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Help me figure out this cheesecake from Sifnos
I’m still noodling with this recipe, and I’d love your help.
Before I get to the story behind this cake, here’s the punchline: I’m not sure that the cake I made — as tasty as it was — is THE cake. If you know about this cake, if you or your Greek grandmother made this cake, or if you’ve got ideas about just how it should be made, please jump in. I’m convinced that this is a case (a cake?) where many cooks can only make things better.
Michael and I are just back from spending a week in Greece, a place we’d dreamed about, but only went to now because Joshua forwarded news of a flash sale on flights from Paris to Athens. It was, as the cliché goes, too good to miss. Then, as long as we were going to Athens, how could we not jump over to an island? And that’s when things got complicated. Greece has more than 1,000 (some say 6,000) islands, and I can barely decide what color socks to wear in the morning, so the prospect of choosing one paradise over 999 others was daunting. When we finally decided on Sifnos, no one I talked to had heard of it. And then it seemed like everyone had! My Instagram feed showed picture after picture of friends on Sifnos. Oh, and the day we got there, the Obama family turned up with Tom Hanks. Maybe that was the reason I couldn’t get a reservation at Cantina! Although I have nothing to complain about because we ate at Cantina’s new sister, Pelicanos, and it was terrific — so terrific that we ate there again the following day. (I just read that the Obama/Hanks crew ate at Cantina twice — nice to know that we’ve got something kinda-sorta in common.)
If I were looking for a place to live on Sifnos, I’d want to find one within steps of Pelicanos and sign up for a standing reservation.
I’ll put more about Pelicanos and the food of Sifnos on Instagram, but today, I’ve got melopita on my brain — in my Paris kitchen, too.
Sifnosian Cheesecake — An Island Specialty
As soon as we got to Sifnos House, our hotel, I riffled through You Are Here, the gorgeous magazine that was in the reception area and, of course, it was the story about melopita that stopped me. Just my kind of cake — plain and simple, unfussy and just a little offbeat. When it was served for breakfast one morning, I was delighted.
The name melopita is translated as honey pie, where “melo” means honey and “pita” means pie, even if, in this case, the pie is a cake. Like chickpea stew, which is only served on Sundays in Sifnos, melopita is considered an island specialty. A little Googling revealed that the people of Crete claim the cake as their own too. My thinking? The more the merrier.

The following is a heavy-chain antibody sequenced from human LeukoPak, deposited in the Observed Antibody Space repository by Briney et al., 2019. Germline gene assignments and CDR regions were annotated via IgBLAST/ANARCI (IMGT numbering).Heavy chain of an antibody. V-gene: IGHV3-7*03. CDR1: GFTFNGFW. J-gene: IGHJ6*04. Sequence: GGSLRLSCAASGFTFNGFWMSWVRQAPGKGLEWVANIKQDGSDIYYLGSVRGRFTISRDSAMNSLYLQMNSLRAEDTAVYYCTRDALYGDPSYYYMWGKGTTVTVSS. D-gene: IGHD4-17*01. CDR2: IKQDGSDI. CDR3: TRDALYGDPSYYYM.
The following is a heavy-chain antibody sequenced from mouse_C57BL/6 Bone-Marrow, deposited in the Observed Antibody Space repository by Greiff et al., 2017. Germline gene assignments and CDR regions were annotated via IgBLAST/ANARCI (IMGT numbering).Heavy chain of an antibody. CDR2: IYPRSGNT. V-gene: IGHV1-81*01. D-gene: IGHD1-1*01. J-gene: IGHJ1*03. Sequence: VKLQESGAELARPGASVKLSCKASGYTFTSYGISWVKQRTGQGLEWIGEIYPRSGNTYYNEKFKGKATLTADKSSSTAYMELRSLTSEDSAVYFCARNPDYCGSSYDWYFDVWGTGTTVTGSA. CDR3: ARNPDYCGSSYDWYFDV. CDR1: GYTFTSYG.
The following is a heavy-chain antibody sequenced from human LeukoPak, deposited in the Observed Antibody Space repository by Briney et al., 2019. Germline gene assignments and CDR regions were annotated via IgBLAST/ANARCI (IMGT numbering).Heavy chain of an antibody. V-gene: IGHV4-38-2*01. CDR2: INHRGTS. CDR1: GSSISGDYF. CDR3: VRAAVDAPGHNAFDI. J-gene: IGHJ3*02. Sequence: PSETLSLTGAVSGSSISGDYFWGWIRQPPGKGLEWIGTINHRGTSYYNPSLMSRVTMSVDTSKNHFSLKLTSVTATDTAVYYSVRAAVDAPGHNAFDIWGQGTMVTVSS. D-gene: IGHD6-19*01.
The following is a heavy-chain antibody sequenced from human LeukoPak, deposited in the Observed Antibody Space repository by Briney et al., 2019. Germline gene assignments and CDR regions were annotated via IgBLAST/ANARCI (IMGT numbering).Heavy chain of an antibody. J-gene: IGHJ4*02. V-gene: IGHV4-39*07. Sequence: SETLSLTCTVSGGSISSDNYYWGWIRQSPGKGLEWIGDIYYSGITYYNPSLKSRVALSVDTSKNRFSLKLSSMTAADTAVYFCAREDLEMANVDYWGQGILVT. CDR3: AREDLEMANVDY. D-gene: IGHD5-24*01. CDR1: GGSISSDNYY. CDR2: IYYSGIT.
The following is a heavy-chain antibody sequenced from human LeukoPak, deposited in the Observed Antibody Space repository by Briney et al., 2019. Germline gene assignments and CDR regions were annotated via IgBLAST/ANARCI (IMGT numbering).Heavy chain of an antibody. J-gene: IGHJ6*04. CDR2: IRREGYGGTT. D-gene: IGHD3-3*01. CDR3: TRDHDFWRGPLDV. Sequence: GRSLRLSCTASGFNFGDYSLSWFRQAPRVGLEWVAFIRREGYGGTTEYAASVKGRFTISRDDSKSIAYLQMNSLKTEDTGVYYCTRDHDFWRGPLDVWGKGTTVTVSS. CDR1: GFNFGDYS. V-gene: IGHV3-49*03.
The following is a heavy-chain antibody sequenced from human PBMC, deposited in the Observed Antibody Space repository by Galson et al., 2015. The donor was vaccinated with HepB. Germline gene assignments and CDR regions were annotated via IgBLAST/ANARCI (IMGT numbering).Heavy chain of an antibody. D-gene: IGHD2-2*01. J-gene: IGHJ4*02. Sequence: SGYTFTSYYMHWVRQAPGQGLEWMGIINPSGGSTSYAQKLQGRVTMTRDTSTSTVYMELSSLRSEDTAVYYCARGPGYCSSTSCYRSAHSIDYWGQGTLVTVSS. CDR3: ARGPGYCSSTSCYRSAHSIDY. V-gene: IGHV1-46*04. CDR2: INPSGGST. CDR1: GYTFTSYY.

The cake is in the tradition of ricotta-type cheesecakes most often made for Easter, but I was told that melopita is so popular on Sifnos that it’s served in every season. And while I happily had it for breakfast, it strikes me as an anytime-cake. For summer, I can see it paired with berries or soft stone fruit and served after dinner, or, most charmingly, outdoors — the way we ate all our meals in Greece.
The Ingredients // What I Did // What I Didn’t Do + Some Thoughts
The ingredients are minimal and basic: cheese, eggs, honey, sugar and cinnamon. The article recommended thyme honey and suggested ricotta as a stand-in for local anthotyro cheese. I used a simple wildflower honey because that was what I had. Since there’s so much honey and since the flavor of it intensifies in the oven, I’d suggest you choose a honey that you really love.
I used ricotta, which I drained briefly. I might have drained it longer had I planned further ahead. I added a little salt, even though it wasn’t in the recipe, and 1 1/2 teaspoons of pure vanilla extract. I’d keep those for the next try.
A signature of the cake is a heavy dusting of cinnamon. Alas — and shockingly for me — I didn’t have any! Neither did my two nearest stores. I think some cinnamon on the top or in the cake would be nice, but I loved the cake without the spice.
I baked the cake in a 9-inch square pan. The recipe said that it should be 2- to 3-cm high, and it was. But you can get that height (or slimness) in other pans. It also said to cut the cake into diamond-shaped pieces, which is so pretty. But you could bake it in a pie pan and cut traditional slices (that’s the way I had it) or use a rectangular pan and cut bars or triangles.
The recipe called for oiling the pan and dusting the bottom with flour or semolina, and I did that (I used all-purpose flour). Then, at the last minute, I decided to line the pan with parchment paper and I was glad I did: It meant that I could lift the cake out of the pan and onto a board — I hate cutting in a pan (and the pan doesn’t like it either).